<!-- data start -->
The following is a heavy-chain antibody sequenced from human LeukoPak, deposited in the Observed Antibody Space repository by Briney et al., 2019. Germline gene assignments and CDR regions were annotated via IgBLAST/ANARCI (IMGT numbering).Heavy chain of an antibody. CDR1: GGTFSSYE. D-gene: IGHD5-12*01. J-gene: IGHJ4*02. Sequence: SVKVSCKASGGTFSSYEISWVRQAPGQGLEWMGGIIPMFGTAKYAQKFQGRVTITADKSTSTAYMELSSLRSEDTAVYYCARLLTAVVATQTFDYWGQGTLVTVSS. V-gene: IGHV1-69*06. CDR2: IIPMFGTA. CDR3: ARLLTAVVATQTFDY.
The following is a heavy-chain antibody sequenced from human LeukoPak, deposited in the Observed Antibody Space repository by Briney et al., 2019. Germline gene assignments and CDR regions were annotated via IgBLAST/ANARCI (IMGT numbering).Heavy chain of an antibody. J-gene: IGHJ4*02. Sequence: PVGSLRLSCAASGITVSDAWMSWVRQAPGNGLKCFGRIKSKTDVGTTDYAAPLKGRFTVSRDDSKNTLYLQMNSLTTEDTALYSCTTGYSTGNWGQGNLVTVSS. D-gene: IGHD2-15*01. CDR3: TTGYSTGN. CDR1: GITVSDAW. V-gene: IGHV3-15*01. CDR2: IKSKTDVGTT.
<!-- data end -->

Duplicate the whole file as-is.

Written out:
The following is a heavy-chain antibody sequenced from human LeukoPak, deposited in the Observed Antibody Space repository by Briney et al., 2019. Germline gene assignments and CDR regions were annotated via IgBLAST/ANARCI (IMGT numbering).Heavy chain of an antibody. CDR1: GGTFSSYE. D-gene: IGHD5-12*01. J-gene: IGHJ4*02. Sequence: SVKVSCKASGGTFSSYEISWVRQAPGQGLEWMGGIIPMFGTAKYAQKFQGRVTITADKSTSTAYMELSSLRSEDTAVYYCARLLTAVVATQTFDYWGQGTLVTVSS. V-gene: IGHV1-69*06. CDR2: IIPMFGTA. CDR3: ARLLTAVVATQTFDY.
The following is a heavy-chain antibody sequenced from human LeukoPak, deposited in the Observed Antibody Space repository by Briney et al., 2019. Germline gene assignments and CDR regions were annotated via IgBLAST/ANARCI (IMGT numbering).Heavy chain of an antibody. J-gene: IGHJ4*02. Sequence: PVGSLRLSCAASGITVSDAWMSWVRQAPGNGLKCFGRIKSKTDVGTTDYAAPLKGRFTVSRDDSKNTLYLQMNSLTTEDTALYSCTTGYSTGNWGQGNLVTVSS. D-gene: IGHD2-15*01. CDR3: TTGYSTGN. CDR1: GITVSDAW. V-gene: IGHV3-15*01. CDR2: IKSKTDVGTT.